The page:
Contents of a jar of spicy pickled vegetables (cauliflower, carrots, pearl onions, etc.)
Garnish with fancy cut green onions and radishes
Crackers: Triscuits, Wheat Thins, Ritz

This article originally published in
The Lake Magazine November 2007

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Top Five: Thanksgiving fixin’s

Since we are fast approaching the biggest food day of the year (well, for some of us, anyway) I thought it would be fun to get the drool going by listing the top five things we are looking forward to…

Mine are:

  1. gravy
  2. pumpkin pie
  3. green beans with onions and bacon
  4. rolls
  5. appetizer plate eaten while watching football!

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My obsessions

You have to imagine the groovy twangy beat of that Stevie Wonder song from 1972, “Superstition,” playing in the background as you read this, because as soon as I read the word “obsession” this morning and realized I’d been tagged on http://stacybuckeye.wordpress.com/  my brain remixed the song to reflect this topic.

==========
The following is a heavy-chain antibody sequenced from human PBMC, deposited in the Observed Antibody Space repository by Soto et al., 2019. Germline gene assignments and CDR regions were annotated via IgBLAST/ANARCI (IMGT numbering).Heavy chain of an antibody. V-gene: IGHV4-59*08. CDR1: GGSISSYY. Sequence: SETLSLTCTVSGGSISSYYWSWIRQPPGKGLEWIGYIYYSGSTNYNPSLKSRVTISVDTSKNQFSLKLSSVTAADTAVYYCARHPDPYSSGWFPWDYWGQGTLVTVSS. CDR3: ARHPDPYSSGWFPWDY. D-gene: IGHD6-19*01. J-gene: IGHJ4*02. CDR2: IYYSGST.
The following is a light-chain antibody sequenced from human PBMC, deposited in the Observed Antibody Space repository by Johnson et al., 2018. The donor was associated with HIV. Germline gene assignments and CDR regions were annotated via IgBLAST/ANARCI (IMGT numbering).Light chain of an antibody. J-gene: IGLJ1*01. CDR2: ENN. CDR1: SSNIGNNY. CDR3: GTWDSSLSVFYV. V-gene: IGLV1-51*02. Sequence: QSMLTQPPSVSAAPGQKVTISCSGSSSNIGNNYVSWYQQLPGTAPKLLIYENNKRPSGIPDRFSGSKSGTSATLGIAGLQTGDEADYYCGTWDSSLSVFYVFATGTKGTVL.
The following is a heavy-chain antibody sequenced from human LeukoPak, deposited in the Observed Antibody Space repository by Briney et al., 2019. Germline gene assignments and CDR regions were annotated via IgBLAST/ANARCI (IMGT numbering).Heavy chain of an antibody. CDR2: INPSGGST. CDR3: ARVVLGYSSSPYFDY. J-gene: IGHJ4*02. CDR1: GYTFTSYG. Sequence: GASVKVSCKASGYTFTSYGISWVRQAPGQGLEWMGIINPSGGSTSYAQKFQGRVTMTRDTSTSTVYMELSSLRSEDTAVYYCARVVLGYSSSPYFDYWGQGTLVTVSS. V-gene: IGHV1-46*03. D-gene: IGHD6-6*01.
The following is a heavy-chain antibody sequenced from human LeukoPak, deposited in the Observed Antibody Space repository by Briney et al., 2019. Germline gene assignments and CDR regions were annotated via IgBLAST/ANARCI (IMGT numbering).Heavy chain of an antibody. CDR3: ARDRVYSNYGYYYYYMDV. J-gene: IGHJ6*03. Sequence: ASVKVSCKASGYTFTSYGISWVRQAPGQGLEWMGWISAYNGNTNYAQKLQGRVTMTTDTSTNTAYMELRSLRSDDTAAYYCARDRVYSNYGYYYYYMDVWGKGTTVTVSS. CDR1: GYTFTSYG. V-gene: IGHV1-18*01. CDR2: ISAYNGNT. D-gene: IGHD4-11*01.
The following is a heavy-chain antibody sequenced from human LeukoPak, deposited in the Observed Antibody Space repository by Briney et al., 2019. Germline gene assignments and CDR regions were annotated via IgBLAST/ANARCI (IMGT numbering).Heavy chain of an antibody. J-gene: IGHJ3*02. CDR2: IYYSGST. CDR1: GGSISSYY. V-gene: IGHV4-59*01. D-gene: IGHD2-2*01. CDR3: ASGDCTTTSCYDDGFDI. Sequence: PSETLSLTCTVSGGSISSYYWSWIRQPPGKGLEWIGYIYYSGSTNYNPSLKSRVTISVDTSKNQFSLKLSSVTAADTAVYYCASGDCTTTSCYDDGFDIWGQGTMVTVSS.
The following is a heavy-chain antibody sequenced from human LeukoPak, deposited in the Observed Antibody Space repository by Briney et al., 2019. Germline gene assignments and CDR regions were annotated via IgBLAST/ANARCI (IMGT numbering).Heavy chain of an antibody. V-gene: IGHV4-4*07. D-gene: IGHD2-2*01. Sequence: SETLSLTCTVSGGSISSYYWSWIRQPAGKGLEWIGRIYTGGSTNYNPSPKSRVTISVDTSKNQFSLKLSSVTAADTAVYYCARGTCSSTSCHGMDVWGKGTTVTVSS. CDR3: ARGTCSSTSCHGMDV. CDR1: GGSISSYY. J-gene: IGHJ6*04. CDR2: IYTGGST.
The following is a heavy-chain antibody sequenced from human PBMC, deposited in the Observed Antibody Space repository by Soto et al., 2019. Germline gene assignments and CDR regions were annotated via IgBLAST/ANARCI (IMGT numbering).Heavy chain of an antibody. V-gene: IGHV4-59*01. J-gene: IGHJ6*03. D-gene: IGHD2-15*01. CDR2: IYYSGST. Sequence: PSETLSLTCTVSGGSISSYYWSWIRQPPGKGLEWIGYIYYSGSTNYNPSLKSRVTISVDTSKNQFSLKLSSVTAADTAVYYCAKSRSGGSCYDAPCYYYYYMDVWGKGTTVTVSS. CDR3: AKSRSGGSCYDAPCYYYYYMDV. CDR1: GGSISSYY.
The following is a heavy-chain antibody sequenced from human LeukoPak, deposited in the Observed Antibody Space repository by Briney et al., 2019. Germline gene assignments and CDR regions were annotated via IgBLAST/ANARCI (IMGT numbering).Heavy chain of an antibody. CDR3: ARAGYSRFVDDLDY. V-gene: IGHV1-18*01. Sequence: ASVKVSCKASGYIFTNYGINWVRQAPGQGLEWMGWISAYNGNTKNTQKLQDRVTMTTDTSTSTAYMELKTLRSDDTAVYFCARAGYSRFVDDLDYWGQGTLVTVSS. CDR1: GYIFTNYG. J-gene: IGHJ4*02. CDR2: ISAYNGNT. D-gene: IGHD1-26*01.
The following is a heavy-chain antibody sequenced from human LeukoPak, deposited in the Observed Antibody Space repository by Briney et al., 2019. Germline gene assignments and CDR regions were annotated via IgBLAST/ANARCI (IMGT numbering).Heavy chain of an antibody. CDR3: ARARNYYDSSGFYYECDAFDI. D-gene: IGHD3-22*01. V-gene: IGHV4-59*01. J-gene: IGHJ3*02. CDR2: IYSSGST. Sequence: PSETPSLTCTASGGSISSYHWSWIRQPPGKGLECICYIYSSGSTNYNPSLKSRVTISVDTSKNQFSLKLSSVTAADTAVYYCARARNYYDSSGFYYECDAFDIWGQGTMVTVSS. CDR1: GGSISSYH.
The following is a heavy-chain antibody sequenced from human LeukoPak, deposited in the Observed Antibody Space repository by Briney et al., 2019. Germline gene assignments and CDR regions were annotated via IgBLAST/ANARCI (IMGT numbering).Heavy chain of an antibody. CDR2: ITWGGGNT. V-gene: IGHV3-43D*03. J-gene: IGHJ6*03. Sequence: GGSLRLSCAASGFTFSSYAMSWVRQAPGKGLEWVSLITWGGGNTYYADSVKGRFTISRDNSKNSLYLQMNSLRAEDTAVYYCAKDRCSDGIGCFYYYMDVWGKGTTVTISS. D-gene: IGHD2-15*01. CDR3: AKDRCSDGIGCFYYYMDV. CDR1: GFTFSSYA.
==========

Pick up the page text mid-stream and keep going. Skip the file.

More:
Here is my obsession… BOWbowpbowpBOW-buh-bowpbowp…”

Problem is, you could cut and paste Stacy’s post and it would quite nicely represent my own situation (changing the name “Jason” to “Richard” would be the biggest edit).  So in order to avoid being a copycat, I am going to have to change it up a little.  Instead of organizing by number of years old (yet another similarity!) I’m just going to riff on a few big fat categories.

Food

Chocolate, for openers.  And closers too, thank you very much.  As I always say, if it doesn’t have chocolate in it, it doesn’t really count as a treat.  

Seafood.  Fish tacos, shrimp scampi, crab louie, poached salmon with a buttery pesto sauce.  Oooo baby.  If it’s been extracted from the stinky polluted swill that is our modern day ocean and served with rice pilaf, then count me in.

Coffee.  ‘Nuff said.

Eating out.  I know it is an addiction which involves spending too much money that is, quite literally, flushed down the crapper, but I crave going out to eat.  I love not having to cook it (though I do love cooking, I just need the occasional respite), feeling taken care of, even if it’s for a price, and best of all, not having to clean up after it, dirty dishes being my nemesis.